Given the efficiency of the public transport system and the ease with which many sights can be reached on foot, a car is not necessary to visit Marrakech's attractions. However, a car is recommended for visiting other areas outside Medina, the city’s central quarter. Keep in mind that roads are often congested, street parking can be difficult to find and public parking lots can be expensive.
Most international flights arrive in Marrakech and plenty of low cost airlines also operate in Marrakech's airspace. Some flights touch down at Casablanca and require a plane change for the 45-minute flight to Marrakech. The Menara International Airport is a fairly short drive from town and taxis are plentiful.
The national coach company CTM offers access to Marrakech at a leisurely pace. Overall, fares are lower than other forms of public transportation. Some travellers may find long-distance bus travel uncomfortable due to the lack of sleeping accommodation. All bus services leave from Marrakech’s central bus station at Place El Mouarabitène, just outside Bab Doukkala on the north-western edge of the old city. Many private coaches also operate routes throughout the city from the central bus station.
CTM services are reliable and operate from dawn to dusk, with night buses running on the more popular routes. However, buses get very crowded during peak hours. Fares are charged per passenger and should be paid direct to the conductor. As an alternative, bus tickets can be purchased in advance from the main bus station. It is more costly but it will guarantee you a seat, which is particularly advisable on routes that run a limited daily service.
The Moroccan railway runs along two lines: from Casablanca on the west coast to Oujda in the north-east and from Tangier in the north to Marrakech. Although services are limited, the Moroccan state railway, ONCF, is reliable, inexpensive and comfortable, and by far the best option for travelling between Morocco’s major cities. Marrakech’s railway station, a handsome, colonial-era building, is located on Avenue Hassan II at the western edge of Guéliz.
Two classes of seats are available - first and second. First-class usually ensures the luxury of an air-conditioned carriage; second-class travel is also quite comfortable for most journeys. Tickets can be booked in advance. Inter-rail cards (For those under 26 years of age) can be used in Morocco.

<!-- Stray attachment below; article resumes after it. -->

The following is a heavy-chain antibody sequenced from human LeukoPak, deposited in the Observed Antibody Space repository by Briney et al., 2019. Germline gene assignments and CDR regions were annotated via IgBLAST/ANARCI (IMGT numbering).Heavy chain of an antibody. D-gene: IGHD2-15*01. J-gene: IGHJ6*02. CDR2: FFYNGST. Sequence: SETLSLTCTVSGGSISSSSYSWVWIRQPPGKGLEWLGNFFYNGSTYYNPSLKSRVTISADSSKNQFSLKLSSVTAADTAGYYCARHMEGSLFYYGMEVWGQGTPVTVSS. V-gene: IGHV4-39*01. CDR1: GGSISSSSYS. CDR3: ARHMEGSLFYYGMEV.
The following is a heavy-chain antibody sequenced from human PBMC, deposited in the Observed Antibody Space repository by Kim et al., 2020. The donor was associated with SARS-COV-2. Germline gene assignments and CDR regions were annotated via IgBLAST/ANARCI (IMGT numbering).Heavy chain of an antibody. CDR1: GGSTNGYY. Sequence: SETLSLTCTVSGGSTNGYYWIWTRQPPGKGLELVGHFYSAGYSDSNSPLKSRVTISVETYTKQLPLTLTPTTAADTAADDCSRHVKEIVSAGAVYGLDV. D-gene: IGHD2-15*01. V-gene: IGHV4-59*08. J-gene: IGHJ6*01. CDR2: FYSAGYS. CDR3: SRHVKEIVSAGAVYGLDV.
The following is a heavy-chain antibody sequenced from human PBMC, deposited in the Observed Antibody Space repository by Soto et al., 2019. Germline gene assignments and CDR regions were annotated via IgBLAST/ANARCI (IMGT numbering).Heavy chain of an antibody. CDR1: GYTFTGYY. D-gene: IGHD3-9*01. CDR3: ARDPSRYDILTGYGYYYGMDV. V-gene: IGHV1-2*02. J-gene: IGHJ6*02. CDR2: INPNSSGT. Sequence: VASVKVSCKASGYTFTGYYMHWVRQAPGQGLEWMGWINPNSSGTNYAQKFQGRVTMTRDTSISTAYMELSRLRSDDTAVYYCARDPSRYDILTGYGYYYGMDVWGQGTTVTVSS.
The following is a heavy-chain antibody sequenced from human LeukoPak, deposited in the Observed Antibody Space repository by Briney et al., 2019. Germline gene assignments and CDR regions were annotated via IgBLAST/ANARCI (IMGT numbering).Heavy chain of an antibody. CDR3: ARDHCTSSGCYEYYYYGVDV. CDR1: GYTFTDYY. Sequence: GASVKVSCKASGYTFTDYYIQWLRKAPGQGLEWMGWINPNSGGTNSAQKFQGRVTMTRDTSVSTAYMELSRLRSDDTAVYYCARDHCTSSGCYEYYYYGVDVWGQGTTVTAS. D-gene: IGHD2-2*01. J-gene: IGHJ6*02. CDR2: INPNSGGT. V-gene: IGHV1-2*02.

Marrakech is an urban walker's paradise; take in the Arabian architecture and ambience by foot, stroll along the little markets, wander around the riverbanks. When you're tired of walking, Marrakech also has some of the loveliest parks in Africa to sit in. Another good option is to take a caleche, a horse-drawn carriage. There is a stop near the Koutoubia tower, not far from the Jma-el-Fna. The calèche can carry up to five persons. Again, prices should be agreed in advance. Calèches can be found in the garden square between the Koutoubia Mosque and Djemma El Fna, El Badi Palace and the more expensive Marrakech hotels.
Marrakech is Morocco’s bicycle capital. Renting one at the main square is easy. Cyclists should be extra vigilant when riding, as drivers along the road can be reckless. It is sensible to test the brakes and tyres before hiring a bike.
You can hail them from the main road or get one at a taxi stand, overall taxis are easily found. Some drivers try and get away with not turning on the metre - insist they do. It is better to order one from a Marrakech hotel.
More comfortable than buses, grand taxis are old Mercedes cars that can carry up to six passengers for a fixed fare. Generally they keep to specific routes and the taxis leave only when full from the bus station, from Djemma El Fna and from the post office in Guéliz.
Petit taxis are small hatchback cars, normally blue Fiat Unos, which can be hailed from the street. It is suggested to first bargain the price prior to travelling. Cab drivers charge a different fee during the day and a fairly higher rate for night journeys. Petit taxis are ever-present on Marrakech’s streets so there is no need to telephone one. Marrakech hotels can arrange pick-ups upon request. For specified trips, grand taxis and calèches are required by law to display prices.
Main car hire companies can be found at the airport and in Guéliz's Place Abdel Moumen ben Ali, which links Avenue Mohammed V with Boulevard Mohammed Zerktouni. Hire fees are subject to 20% government tax; visitors should make sure this has been added to the agreed price.
Rental cars are available for persons at least 21 years old and should be in possession of a full national driving licence. Most European driving licenses are recognised in Morocco, however, an International Driving Permit is recommended. The agency has the right to check driving records for violations before approving the rental. Third-party insurance is automatically included when renting a car. Roadside police officers are well-trained to spot drunk driving and will not hesitate to pull cars over. AXA Insurance Company offers nationwide emergency breakdown cover for foreign motorists.
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403, Rue de la Kasbah, Marrakech, Morocco
Description Two years' work with historic monuments, outstanding decor, as befits the birth of an unique ultra luxury hotel: La Medina. Elegance and a sense of well-being in perfect harmony in each "riad" of this timeless palace-palais....
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On the edge of the city of thousands and one nights, at the foot of the High Atlas and within easy reach of the Medina and the famous Jamma El Fna square. 258 rooms with terrace or balcony and views of the nearby mountains, swimming pool and gardens. 2restaurants with international...
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Avenue du President Kennedy
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